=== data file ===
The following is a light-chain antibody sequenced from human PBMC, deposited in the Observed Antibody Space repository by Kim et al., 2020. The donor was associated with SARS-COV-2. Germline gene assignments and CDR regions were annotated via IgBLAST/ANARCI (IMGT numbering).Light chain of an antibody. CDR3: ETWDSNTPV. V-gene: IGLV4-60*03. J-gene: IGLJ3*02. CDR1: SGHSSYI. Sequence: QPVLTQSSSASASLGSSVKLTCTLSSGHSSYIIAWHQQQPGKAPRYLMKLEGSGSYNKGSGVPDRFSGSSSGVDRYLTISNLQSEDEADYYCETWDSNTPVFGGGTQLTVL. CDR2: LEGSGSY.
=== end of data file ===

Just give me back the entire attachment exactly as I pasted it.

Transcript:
The following is a light-chain antibody sequenced from human PBMC, deposited in the Observed Antibody Space repository by Kim et al., 2020. The donor was associated with SARS-COV-2. Germline gene assignments and CDR regions were annotated via IgBLAST/ANARCI (IMGT numbering).Light chain of an antibody. CDR3: ETWDSNTPV. V-gene: IGLV4-60*03. J-gene: IGLJ3*02. CDR1: SGHSSYI. Sequence: QPVLTQSSSASASLGSSVKLTCTLSSGHSSYIIAWHQQQPGKAPRYLMKLEGSGSYNKGSGVPDRFSGSSSGVDRYLTISNLQSEDEADYYCETWDSNTPVFGGGTQLTVL. CDR2: LEGSGSY.